Olivia Owen made a lasting contribution in the petroleum industry, along the way becoming a role model, inspirational leader and mentor to others pursuing engineering careers in a remarkable career that spanned the globe. During her distinguished 34-year career with the ExxonMobil Corporation, her exemplary work and exceptional engineering prowess earned her great respect within the company, and she rose to leadership roles with diverse assignments and crucial responsibilities. Ultimately, she became a vice president and Officer of the Corporation, a recognition of her performance and leadership, and was instrumental in overseeing four critical areas of the company – safety, security, health and environment. In 2004, Owen became the global security manager for ExxonMobil in Dallas. She had responsibility for developing and directing ExxonMobil's security program worldwide. She travelled to over forty countries, spanning six continents, and reviewed security initiatives with U.S. State Department regional security officers and with representatives from the U.S. Department of Homeland Security and the Department of Defense. Owen became an ExxonMobil Corporate Officer and was named the vice president for safety, security, health and environment in 2009. She retired in 2011.
Ken Smith has devoted his life’s work to Alabama’s natural gas industry. During his 36-year career with Alabama Gas Corporation (Alagasco), he has steadily risen through the ranks with Alabama’s largest natural gas utility and has been committed to continuing the long legacy of the company’s leadership to serving its customers and communities. His contributions to Alagasco have benefited Alabama’s populace by expanding natural gas service throughout the state, ensuring their operations were focused on providing safe and reliable service, and supporting opportunities for economic development. Smith’s dedication to the next generation of engineers and to his community is also advancing Alabama and benefitting its citizens. Today, Smith is president of Spire Alabama, Spire Gulf Coast and Spire Mississippi (formerly Alagasco, Mobile Gas and Willmut Gas), which serves over 500,000 homes and businesses throughout Alabama and in parts of Mississippi. As president, Smith oversees more than 1,000 employees in the operation and management of 29,000 miles of pipelines with operating revenues in the hundreds of millions of dollars each year. His career has included responsibilities in industrial and commercial business development, coal bed methane exploration and production, engineering and serving as division manager in Gadsden. He has helped direct the construction of major pipeline installations within the state to access alternative gas markets, provide service to new and expanding industries for economic development opportunities, and ensure that the company’s pipeline infrastructure is continuously upgraded. Following the purchase of Alagasco in 2014 by The Laclede Group (now Spire, Inc.), Smith was selected as president of Alagasco in 2015. He has since led efforts to help merge the consolidation of their operations, which has also included the 2016 acquisition of Mobile Gas and Willmut Gas (MS).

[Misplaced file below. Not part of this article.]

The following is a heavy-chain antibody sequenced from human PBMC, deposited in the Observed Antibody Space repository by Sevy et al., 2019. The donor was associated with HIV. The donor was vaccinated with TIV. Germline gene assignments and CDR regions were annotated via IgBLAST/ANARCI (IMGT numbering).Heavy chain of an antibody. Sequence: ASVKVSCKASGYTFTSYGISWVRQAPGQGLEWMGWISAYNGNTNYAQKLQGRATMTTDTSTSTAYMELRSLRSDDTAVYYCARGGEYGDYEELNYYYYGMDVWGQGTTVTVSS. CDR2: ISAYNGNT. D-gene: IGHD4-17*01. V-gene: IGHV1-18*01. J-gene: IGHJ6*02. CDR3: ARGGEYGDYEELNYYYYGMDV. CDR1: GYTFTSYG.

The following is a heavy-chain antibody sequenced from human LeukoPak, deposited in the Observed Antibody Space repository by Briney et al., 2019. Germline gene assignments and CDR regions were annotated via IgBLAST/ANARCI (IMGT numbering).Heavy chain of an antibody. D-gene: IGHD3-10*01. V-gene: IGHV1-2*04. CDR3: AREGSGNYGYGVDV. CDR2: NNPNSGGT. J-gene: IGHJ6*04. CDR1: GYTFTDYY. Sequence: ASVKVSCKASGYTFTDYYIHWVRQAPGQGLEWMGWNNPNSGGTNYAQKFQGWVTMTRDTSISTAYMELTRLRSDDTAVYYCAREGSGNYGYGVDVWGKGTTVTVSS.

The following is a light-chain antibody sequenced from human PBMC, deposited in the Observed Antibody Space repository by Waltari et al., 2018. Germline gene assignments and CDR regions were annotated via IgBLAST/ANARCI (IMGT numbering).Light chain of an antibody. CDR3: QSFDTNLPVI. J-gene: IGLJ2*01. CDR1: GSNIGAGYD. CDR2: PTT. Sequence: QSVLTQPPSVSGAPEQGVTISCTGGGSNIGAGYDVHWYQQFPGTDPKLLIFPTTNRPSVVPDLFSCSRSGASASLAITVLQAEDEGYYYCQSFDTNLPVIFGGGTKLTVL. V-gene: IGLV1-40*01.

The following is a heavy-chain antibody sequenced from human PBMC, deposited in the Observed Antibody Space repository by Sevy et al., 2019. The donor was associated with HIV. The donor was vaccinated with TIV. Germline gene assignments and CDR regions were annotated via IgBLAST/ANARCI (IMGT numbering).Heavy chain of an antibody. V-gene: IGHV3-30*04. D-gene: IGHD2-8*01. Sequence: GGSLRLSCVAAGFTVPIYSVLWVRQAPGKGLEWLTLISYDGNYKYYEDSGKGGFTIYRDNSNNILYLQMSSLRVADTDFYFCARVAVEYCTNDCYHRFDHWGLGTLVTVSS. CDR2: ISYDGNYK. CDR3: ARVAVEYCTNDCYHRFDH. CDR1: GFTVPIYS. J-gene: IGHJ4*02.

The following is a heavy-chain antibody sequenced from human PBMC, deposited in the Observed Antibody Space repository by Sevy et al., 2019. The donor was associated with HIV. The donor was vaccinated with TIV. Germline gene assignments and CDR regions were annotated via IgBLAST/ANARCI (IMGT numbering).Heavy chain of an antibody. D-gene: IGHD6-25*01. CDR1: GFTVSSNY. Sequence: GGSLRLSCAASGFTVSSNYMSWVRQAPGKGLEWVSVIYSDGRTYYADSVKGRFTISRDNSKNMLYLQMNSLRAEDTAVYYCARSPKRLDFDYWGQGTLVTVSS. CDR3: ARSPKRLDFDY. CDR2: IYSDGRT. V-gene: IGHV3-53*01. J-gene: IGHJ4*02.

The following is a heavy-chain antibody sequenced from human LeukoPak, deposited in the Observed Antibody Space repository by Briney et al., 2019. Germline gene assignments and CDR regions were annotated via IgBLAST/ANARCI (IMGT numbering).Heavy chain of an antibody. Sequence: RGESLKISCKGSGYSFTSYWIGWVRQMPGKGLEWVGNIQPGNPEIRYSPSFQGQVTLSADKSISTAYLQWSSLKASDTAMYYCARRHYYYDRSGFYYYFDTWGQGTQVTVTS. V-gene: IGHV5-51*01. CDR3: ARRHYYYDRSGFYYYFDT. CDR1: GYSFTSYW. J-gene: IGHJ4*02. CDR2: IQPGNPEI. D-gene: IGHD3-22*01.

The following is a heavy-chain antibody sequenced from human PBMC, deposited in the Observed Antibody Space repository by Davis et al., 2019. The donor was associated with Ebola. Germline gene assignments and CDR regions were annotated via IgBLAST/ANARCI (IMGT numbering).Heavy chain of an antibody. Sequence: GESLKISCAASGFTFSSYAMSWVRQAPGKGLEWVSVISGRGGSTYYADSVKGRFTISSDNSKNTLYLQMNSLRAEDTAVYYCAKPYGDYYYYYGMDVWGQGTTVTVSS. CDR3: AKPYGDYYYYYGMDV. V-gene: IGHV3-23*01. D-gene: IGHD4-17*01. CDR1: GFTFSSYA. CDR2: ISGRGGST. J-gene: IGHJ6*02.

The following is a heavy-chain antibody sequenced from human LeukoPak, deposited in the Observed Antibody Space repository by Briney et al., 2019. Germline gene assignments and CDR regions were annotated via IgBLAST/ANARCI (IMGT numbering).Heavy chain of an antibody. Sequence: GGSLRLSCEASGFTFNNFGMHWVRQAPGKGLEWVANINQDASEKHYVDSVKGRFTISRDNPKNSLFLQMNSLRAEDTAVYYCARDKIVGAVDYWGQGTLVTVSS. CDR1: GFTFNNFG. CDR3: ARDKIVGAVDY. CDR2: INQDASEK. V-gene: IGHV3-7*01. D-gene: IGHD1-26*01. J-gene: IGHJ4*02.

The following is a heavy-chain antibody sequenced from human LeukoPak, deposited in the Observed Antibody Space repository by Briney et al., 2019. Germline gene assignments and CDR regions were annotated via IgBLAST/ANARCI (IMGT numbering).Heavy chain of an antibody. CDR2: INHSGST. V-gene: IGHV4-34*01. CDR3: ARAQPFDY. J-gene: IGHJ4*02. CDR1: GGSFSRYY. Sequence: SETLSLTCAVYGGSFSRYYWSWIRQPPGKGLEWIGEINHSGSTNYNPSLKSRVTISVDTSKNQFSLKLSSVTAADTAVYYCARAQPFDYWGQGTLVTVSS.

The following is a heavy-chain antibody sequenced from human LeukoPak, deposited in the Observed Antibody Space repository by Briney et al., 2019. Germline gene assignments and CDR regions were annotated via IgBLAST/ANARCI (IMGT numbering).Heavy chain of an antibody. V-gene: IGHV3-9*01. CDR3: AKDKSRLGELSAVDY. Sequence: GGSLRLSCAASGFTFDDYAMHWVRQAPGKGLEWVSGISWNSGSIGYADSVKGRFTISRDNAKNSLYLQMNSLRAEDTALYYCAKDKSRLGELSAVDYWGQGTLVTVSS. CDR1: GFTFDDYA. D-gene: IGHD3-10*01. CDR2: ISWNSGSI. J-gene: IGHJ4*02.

Daniel Glover has left an imprint on the history of his home state with 40 years of service to the people of Alabama. Through dedication to the power delivery systems of Alabama Power Company, he ensured homes and businesses received power, especially after natural disasters. Glover was selected to be the first contract services manager at Alabama Power, an operating subsidiary of Southern Company, in 1999. In this role, he oversaw the vegetation management program, leading it to an impressive $4 million in annual savings. Two years later, he became division manager for the Western Division with responsibility for construction, maintenance and engineering. In 2008, he was named Power Delivery services manager, responsible for the budgets of capital and operations and maintenance, distribution planning and many other areas. Glover was also over the Alabama Storm Center, which guides company line crews throughout a storm restoration process. A bit more than a year later, Glover was selected as the Distribution vice president, leading more than 1,700 employees in the design, construction and maintenance of more than 80,000 miles of distribution facilities that included smart grid development and deployment. It was in this position that Glover oversaw Alabama Power’s effort to restore electricity after a massive and devastating tornado outbreak on April 27, 2011. He set the ambitious goal to restore service within one week to 95 percent of the 412,000 customers left without power in the wake of the storm. Leading more than 11,000 employees, Glover personally oversaw the effort that resulted in 99 percent of customers restored with power within in seven days. The project led Alabama Power to win more awards for storm restoration than any electric utility in the nation. Glover retired in 2017 after 40 years with Alabama Power, having overseen a $272 million capital budget and $519 million operating budget his last year as Distribution vice president.